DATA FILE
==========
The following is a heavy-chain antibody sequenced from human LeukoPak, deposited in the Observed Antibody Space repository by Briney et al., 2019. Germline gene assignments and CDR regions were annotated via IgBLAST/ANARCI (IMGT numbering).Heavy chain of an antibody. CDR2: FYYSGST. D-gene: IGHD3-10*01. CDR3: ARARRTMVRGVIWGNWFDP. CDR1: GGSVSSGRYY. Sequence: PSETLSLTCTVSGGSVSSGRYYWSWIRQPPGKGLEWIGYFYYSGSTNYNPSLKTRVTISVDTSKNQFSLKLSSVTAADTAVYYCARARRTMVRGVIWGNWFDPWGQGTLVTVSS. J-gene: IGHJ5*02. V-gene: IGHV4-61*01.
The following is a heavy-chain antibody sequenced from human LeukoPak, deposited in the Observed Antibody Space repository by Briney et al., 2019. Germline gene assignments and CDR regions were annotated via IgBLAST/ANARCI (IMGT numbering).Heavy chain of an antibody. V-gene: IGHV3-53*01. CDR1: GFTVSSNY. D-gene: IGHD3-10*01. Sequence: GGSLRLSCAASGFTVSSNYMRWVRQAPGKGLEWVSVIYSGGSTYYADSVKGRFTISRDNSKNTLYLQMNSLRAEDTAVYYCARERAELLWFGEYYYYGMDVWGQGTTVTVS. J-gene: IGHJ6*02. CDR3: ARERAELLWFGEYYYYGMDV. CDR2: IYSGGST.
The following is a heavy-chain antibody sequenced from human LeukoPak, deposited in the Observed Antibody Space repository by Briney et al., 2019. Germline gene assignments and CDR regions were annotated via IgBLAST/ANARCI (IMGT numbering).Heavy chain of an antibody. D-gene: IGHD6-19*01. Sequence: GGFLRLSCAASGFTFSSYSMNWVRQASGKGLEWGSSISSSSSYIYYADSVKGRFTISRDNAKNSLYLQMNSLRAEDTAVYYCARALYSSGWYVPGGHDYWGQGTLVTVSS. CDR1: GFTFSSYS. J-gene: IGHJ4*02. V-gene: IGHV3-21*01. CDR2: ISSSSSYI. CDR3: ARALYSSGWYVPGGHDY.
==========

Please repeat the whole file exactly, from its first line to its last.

The following is a heavy-chain antibody sequenced from human LeukoPak, deposited in the Observed Antibody Space repository by Briney et al., 2019. Germline gene assignments and CDR regions were annotated via IgBLAST/ANARCI (IMGT numbering).Heavy chain of an antibody. CDR2: FYYSGST. D-gene: IGHD3-10*01. CDR3: ARARRTMVRGVIWGNWFDP. CDR1: GGSVSSGRYY. Sequence: PSETLSLTCTVSGGSVSSGRYYWSWIRQPPGKGLEWIGYFYYSGSTNYNPSLKTRVTISVDTSKNQFSLKLSSVTAADTAVYYCARARRTMVRGVIWGNWFDPWGQGTLVTVSS. J-gene: IGHJ5*02. V-gene: IGHV4-61*01.
The following is a heavy-chain antibody sequenced from human LeukoPak, deposited in the Observed Antibody Space repository by Briney et al., 2019. Germline gene assignments and CDR regions were annotated via IgBLAST/ANARCI (IMGT numbering).Heavy chain of an antibody. V-gene: IGHV3-53*01. CDR1: GFTVSSNY. D-gene: IGHD3-10*01. Sequence: GGSLRLSCAASGFTVSSNYMRWVRQAPGKGLEWVSVIYSGGSTYYADSVKGRFTISRDNSKNTLYLQMNSLRAEDTAVYYCARERAELLWFGEYYYYGMDVWGQGTTVTVS. J-gene: IGHJ6*02. CDR3: ARERAELLWFGEYYYYGMDV. CDR2: IYSGGST.
The following is a heavy-chain antibody sequenced from human LeukoPak, deposited in the Observed Antibody Space repository by Briney et al., 2019. Germline gene assignments and CDR regions were annotated via IgBLAST/ANARCI (IMGT numbering).Heavy chain of an antibody. D-gene: IGHD6-19*01. Sequence: GGFLRLSCAASGFTFSSYSMNWVRQASGKGLEWGSSISSSSSYIYYADSVKGRFTISRDNAKNSLYLQMNSLRAEDTAVYYCARALYSSGWYVPGGHDYWGQGTLVTVSS. CDR1: GFTFSSYS. J-gene: IGHJ4*02. V-gene: IGHV3-21*01. CDR2: ISSSSSYI. CDR3: ARALYSSGWYVPGGHDY.